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Friday Stories for Frontier’s 50th – Volume 35

Updated: Feb 27, 2022

Love and Good Works

By April Towery

When Hurricane Harvey made landfall in August 2017, everyone in the Houston area knew their lives were about to change.  Damages amounted to upwards of $125 billion, and at least 103 Texans died in the storm; hundreds of thousands were rescued.

Rico and Molly Urbani’s Bellaire home – and entire neighborhood – flooded. It took a year to repair and rebuild, so the Urbanis did what they needed to do. They prayed, trusted God and sent their kids to camp.

“I remember Frontier Camp reaching out to us in the days after the storm.  That meant so much to us,” said Molly Urbani, a mother of four. “FC came alongside us on our journey and reminded us we were not alone.”

The Urbanis opened the second floor of their home to elderly neighbors and another couple who had extensive damage to their one-story homes. “The storm was huge and overwhelming, but we saw the Lord carry us through,” Molly said. “As soon as the flood waters receded, we had friends and strangers streaming in to help tear out the floors, sheetrock and cabinets. Our entire first floor had to be rebuilt and refurnished.”  For almost a year, the family lived on the second floor, with a two-month break at a friend’s house to get away from the debris and construction.

“During the summer after Harvey, as things were being finished on our house and we were moving back downstairs, three of our kids attended Frontier Camp multiple times,” Molly said. “Henry went three different weeks! FC was such a blessing to our kids as the dust settled and we moved back into our house. It was so good to know our children were having an awesome week and being loved as we closed out the year of Harvey chaos.”

The Urbani family learned about Frontier Camp more than a decade ago from church friends.  “We were homeschooling our children in that season, and we loved the idea of them going to a Christian camp, gaining independence and having adventures on their own,” Molly said. “Our kids love camp — especially being on the lake, riding horses, growing in God’s Word, and time with friends they have brought to camp and new friends they have met at camp. We keep sending them back because of the safe environment, the Christ-centered teaching, the outdoor activity time and the character that is developed in our children at summer camp.”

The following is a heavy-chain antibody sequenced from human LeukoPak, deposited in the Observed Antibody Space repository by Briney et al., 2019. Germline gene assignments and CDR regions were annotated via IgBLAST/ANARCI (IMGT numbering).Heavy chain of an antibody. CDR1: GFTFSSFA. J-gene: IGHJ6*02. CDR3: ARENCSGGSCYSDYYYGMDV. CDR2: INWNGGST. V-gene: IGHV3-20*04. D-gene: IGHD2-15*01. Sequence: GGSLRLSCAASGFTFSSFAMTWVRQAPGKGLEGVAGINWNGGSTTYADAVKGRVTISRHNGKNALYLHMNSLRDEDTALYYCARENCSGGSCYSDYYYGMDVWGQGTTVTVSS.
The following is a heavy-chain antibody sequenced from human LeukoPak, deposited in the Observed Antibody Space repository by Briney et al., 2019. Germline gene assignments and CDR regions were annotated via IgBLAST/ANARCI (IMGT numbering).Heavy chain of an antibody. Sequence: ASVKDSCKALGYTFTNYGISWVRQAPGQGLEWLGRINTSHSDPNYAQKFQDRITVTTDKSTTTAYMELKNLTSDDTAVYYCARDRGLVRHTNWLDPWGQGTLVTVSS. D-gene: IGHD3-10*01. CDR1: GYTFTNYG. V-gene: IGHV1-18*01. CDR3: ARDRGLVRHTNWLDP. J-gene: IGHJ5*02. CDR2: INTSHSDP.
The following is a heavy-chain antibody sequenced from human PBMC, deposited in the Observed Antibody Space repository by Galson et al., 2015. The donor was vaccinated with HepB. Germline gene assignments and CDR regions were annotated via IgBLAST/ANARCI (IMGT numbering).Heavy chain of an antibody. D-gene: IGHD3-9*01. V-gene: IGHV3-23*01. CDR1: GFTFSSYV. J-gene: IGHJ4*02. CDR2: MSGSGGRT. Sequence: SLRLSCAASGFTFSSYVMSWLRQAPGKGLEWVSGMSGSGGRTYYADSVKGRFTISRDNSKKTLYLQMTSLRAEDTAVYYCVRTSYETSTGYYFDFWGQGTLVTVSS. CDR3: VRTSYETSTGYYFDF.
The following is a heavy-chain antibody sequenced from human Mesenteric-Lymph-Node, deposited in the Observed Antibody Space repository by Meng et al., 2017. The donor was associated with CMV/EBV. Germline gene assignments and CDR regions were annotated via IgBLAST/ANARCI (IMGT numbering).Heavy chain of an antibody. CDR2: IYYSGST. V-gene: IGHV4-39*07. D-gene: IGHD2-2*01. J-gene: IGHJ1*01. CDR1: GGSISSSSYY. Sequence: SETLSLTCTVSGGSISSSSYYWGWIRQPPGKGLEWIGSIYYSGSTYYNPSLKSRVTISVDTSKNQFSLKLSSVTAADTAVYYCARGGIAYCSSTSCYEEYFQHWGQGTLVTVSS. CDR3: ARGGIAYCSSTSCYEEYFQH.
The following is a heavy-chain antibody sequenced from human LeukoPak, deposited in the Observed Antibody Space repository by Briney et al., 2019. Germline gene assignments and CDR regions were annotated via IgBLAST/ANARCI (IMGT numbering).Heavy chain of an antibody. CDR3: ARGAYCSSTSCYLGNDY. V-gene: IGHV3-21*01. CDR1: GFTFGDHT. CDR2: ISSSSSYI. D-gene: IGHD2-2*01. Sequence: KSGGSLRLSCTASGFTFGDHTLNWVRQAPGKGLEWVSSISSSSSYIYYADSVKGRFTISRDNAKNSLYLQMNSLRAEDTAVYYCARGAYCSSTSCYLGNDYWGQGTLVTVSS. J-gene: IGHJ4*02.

The Urbanis’ oldest daughters, MaryGrace and Cate, first attended FC in 2011 at the ages of 10 and 8. Now MaryGrace is a freshman at the University of Tulsa.  Cate served on the camp’s work crew this summer “because she wanted to bless other campers as she had been blessed.”

The boys – Henry, 12, and Matthew 9, have also been campers. “Henry loves Frontier Camp so much he would stay all summer if he could,” Molly said. “He cannot wait to come on staff.”

The Urbani kids have taken what they learn at camp and shared it with their parents during family vacations. “Camp songs are awesome,” Molly said. “When we hike in the summers in Colorado, our kids loudly sing FC songs along the trails.”

The Urbani youth also love the last morning of breakfast and encouragement in teen camp, rodeo night, cabin devotionals and “sword drills.”

“Our kids thought the boatsmanship class was incredible and challenged them in new areas,” Molly said. “Cate made a dear friend at camp her first summer; since then they have been cabin mates and maintained their friendship; they also continue to meet up outside of camp to see each other.”

The Urbanis and many other families are fond of the Recharge program and personal notes from its coordinator, Liz Henderson. According to the Frontier Camp website, Recharge provides each camper a Bible study lesson in the mail following their stay at camp. When they send in the question part of the lesson, they get a new study and a note from Liz. The program encourages campers to have a daily quiet time with the Lord and continue their relationship with Christ even when they’re not at camp. “It has brought good fruit into their lives,” Molly said.

For this reason and others, Frontier Camp stands apart from other summer camps. “It has been good for our kids to be discipled by other believers,” Molly said. “Being with other kids has helped our children as they have gone to school and worked through issues. We see FC definitely helping our kids in developing their faith individually. FC has also given our kids more confidence as they faced hurdles and had new adventures at camp.”

Having four kids away at camp – especially that summer that Henry was gone three times – can be tough on parents, but Frontier Camp offers daily updates and photos so those back at home can see their kids or siblings learning and growing. “Pray for your kids, especially while they are at camp,” Molly advises other camp parents. “The Lord is at work.”

The Urbanis have a special verse that signifies their relationship with Frontier Camp:

“And let us consider how to stir up one another to love and good works.” – Hebrews 10:24

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